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Is it Legal to Break a Hot Car Window To Rescue an Animal?

By Holly South on August 11, 2022 9:53 AM

Dogs are considered "man's best friend." We take them everywhere with us. But the love and understanding of dogs' needs aren't always unlimited when it comes to keeping them healthy and happy.

Every once in a while, headlines will flash "Dog Dies in Hot Car," and it leaves animal lovers wondering how one could possibly do such a thing. The truth is, there are measures that can be taken to save the life of a beloved pet if they're in a hot car.

All dogs are susceptible to heat stroke, some breeds more so than others (such as pugs or bulldogs). The inside of a car on a 70-degree day can reach up to 100 degrees in 20 minutes; rolling a window down may only slow down the process by a few minutes. Veterinarians recommend only leaving your dog in the car on a hot day if absolutely necessary (i.e., to pump gas or run in and grab takeout) for only around five minutes maximum. Otherwise, your dog may be susceptible to shock or heat stroke. It works the other way around, too. On frigid winter days, your pooch could suffer shock or hypothermia in a matter of minutes.

Animal lovers and Good Samaritans alike can help protect other pets from extreme heat or extreme cold in a multitude of ways.

States With Pet-in-Car Laws

Currently, 31 states have laws against leaving pets in motor vehicles. Those states are:

  • Arizona
  • California
  • Colorado
  • Connecticut
  • Delaware
  • Florida
  • Illinois
  • Indiana
  • Kansas
  • Louisiana
  • Maine
  • Maryland
  • Massachusetts
  • Minnesota
  • Nevada
  • New Hampshire
  • New Jersey
  • New York
  • North Carolina
  • North Dakota
  • Ohio
  • Oregon
  • Pennsylvania
  • Rhode Island
  • South Dakota
  • Tennessee
  • Vermont
  • Virginia
  • Washington
  • West Virginia
  • Wisconsin

Across these states, the laws regarding pets in vehicles vary. Generally, though, they give authority to emergency personnel to use reasonable force to rescue an animal that is left unattended in a parked car.

Even those states without specific laws regarding leaving pets in the car have some sort of animal cruelty or abuse law that may be applied to the situation.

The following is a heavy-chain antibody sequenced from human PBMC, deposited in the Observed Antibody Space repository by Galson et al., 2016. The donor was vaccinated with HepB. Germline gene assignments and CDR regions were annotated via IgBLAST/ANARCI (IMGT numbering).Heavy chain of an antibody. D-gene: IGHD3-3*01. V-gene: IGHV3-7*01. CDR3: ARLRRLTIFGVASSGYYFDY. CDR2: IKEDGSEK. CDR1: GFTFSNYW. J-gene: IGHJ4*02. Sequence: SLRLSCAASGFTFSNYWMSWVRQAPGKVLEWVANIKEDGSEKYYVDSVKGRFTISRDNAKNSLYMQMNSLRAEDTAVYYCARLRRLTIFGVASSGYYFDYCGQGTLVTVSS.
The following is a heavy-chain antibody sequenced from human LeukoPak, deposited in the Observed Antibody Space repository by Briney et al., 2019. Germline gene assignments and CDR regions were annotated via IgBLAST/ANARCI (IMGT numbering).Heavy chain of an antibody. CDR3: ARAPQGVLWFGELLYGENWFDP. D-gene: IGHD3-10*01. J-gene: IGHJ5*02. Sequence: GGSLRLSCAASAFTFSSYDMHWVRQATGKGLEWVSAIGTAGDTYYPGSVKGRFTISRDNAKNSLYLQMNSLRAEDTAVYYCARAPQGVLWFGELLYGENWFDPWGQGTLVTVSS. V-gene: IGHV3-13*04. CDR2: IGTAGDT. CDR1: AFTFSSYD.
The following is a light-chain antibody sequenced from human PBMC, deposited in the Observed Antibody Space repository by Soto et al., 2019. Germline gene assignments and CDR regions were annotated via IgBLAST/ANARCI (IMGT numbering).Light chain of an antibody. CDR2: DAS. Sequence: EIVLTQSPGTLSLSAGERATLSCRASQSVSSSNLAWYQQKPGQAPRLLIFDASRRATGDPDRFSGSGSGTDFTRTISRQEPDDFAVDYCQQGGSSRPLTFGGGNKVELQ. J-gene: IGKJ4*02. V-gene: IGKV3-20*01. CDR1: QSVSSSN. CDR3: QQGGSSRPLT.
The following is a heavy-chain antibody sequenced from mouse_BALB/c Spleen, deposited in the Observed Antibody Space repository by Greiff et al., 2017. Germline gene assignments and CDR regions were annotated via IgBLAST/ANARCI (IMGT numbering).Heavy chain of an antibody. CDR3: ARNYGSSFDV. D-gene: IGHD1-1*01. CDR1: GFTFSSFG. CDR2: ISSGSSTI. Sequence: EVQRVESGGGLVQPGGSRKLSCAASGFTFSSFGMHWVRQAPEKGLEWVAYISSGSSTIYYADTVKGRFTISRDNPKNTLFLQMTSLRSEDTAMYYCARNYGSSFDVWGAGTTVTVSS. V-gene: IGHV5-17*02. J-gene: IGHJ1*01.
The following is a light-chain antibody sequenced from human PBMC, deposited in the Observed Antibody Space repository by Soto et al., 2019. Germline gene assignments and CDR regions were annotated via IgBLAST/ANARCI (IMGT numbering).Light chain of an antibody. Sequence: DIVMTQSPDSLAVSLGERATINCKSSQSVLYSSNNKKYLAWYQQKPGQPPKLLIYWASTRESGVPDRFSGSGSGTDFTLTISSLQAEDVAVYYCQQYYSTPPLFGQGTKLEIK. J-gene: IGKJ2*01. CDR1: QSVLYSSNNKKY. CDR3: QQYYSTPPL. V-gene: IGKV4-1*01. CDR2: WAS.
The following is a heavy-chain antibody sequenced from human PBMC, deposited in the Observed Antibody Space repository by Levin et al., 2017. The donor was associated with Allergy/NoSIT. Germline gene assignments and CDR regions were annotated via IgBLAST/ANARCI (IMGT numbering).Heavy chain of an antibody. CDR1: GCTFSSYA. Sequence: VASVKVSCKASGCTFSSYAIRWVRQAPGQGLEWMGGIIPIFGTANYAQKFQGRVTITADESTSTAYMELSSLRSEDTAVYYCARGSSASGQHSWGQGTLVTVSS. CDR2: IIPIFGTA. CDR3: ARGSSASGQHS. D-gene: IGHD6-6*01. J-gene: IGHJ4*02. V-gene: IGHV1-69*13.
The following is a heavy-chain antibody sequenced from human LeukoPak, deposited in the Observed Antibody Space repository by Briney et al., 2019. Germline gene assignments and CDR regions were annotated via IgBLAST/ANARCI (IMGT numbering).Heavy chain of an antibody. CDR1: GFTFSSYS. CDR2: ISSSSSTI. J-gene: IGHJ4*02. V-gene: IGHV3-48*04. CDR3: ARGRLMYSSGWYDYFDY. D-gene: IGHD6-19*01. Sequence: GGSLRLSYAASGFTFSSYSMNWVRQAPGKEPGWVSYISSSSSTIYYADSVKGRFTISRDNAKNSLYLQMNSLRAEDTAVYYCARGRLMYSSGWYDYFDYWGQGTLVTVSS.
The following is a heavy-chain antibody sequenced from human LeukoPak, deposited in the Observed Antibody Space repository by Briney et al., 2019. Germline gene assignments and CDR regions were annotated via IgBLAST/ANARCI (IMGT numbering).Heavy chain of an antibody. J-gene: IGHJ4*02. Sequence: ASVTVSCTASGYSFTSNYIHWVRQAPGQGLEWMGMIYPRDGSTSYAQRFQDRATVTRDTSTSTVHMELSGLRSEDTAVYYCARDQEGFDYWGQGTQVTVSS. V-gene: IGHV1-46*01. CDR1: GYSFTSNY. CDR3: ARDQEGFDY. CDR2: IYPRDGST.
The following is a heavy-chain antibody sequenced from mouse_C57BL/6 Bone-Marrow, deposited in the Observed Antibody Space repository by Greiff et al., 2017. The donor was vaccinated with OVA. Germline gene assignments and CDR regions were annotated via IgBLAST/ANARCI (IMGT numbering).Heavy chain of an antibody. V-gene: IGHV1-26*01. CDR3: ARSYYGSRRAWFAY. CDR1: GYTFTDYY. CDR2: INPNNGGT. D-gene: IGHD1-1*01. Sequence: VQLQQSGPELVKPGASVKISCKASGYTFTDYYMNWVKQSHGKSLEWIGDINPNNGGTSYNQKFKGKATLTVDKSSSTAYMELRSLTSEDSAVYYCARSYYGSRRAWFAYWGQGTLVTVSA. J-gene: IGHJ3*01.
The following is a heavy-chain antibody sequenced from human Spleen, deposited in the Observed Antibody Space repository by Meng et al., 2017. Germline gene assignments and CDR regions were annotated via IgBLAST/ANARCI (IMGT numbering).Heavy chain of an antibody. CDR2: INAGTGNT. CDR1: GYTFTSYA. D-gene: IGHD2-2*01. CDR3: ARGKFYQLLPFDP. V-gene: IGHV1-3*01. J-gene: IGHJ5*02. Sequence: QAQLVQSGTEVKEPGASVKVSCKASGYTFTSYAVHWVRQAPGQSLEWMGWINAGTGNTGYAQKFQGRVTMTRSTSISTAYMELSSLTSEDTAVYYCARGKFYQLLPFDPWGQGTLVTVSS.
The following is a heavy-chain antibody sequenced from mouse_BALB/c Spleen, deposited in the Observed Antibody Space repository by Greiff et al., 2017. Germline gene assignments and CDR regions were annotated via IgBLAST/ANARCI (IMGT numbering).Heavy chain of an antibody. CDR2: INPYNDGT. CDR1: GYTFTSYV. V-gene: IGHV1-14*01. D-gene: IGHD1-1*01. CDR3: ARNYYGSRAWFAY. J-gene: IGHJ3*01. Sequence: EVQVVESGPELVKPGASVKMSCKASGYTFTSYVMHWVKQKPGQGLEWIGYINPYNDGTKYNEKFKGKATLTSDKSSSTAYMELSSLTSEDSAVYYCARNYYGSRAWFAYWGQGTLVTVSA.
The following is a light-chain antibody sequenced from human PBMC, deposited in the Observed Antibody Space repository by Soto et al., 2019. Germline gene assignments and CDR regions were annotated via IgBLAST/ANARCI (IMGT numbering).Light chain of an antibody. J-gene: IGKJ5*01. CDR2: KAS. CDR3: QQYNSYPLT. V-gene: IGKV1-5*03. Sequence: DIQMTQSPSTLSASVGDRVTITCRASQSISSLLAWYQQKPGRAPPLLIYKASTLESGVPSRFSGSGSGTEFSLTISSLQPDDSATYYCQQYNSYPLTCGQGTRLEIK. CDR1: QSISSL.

Good Samaritan Laws

When it comes to breaking windows to save that poor pooch's life, there are currently 15 states that have "Good Samaritan," or civil immunity, laws that apply if an animal (or vulnerable person) is left in a car in extreme conditions. The laws generally allow you to use any reasonable means necessary to rescue the animal – which could mean breaking a window – without having to pay for damages or face criminal charges.

The states with these "Good Samaritan" laws are:

  • Arizona
  • California
  • Colorado
  • Connecticut
  • Delaware
  • Florida
  • Indiana
  • Kansas
  • Louisiana
  • Massachusetts
  • Ohio
  • Oregon
  • Tennessee
  • Vermont
  • Wisconsin

The Animal Legal Defense Fund is currently working on passing a similar law in Texas and hoping to see progress in the 2023 political season.

Those states without these kinds of laws may give authority to police officers or animal control to break windows without facing penalty, but many still require the animal savior — both police and civilians — to pay for damages to the vehicle. For example, New York has extended their pet rescue law to include firefighters and emergency medical professionals in their law that dismisses law enforcement from damage charges.

Some states requiring all individuals to pay damages only require restitution for half of the damage costs. Many people would gladly face a heavy fine or jail time to save the life of suffering puppers. But you might want to check your state laws before taking action.

Steps To Take

If you happen to see a dog left alone in a too hot or too cold car, there are several steps you can take before resorting to vandalism.

  1. Make sure that the dog is actually unsafe. Many pet owners will take precautions if they have to leave their animal alone for a prolonged period of time. For example, they may leave the car running with the air conditioning on, or Tesla owners will put their car into "pet mode."
  2. Try every possible way to contact the owner. Look for their phone number on the dog tag (if possible) or anywhere else on the vehicle. If they are in a store parking lot, try paging them at the customer service desk.
  3. Call your local law enforcement's non-emergency phone number and animal control. Report the car's license plate, along with the make and model, and ask them to help save the dog.
  4. Stay with the dog until help arrives. If possible, shade the window that the dog is closest to.
  5. If the pup is in imminent danger of heat stroke or heat exhaustion (using reasonable judgement), you may break the car window to rescue the dog. Remember that you may face legal consequences in most states.

If you are a pet owner and don't want your window broken when you run in to pay for gas, you could always leave your dog at home. If that is not possible, then make sure you take precautions to keep Fido nice and cool. You could also leave a note in the window to inform passersby that your dog is safe from extreme conditions, including the actions you have taken to shield your dog from heat. These measures could include the use of sun visors, cracking windows, leaving the car on with the air conditioning running, etc. You should also mention in the note if you will only be gone for a few minutes.

Generally, though, try not to leave your dog in the car at all. It could save both your car window and your pet's life.

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